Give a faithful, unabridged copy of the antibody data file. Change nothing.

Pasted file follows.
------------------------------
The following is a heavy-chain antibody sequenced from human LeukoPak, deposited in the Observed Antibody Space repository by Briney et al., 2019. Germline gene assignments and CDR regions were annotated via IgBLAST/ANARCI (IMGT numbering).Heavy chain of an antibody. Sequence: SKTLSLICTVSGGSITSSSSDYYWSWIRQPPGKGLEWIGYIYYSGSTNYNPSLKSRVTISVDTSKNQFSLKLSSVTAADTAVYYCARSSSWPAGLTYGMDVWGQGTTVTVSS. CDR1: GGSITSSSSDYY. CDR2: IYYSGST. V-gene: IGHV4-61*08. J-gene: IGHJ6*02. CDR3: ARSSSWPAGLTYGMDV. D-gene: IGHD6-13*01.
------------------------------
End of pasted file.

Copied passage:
The following is a heavy-chain antibody sequenced from human LeukoPak, deposited in the Observed Antibody Space repository by Briney et al., 2019. Germline gene assignments and CDR regions were annotated via IgBLAST/ANARCI (IMGT numbering).Heavy chain of an antibody. Sequence: SKTLSLICTVSGGSITSSSSDYYWSWIRQPPGKGLEWIGYIYYSGSTNYNPSLKSRVTISVDTSKNQFSLKLSSVTAADTAVYYCARSSSWPAGLTYGMDVWGQGTTVTVSS. CDR1: GGSITSSSSDYY. CDR2: IYYSGST. V-gene: IGHV4-61*08. J-gene: IGHJ6*02. CDR3: ARSSSWPAGLTYGMDV. D-gene: IGHD6-13*01.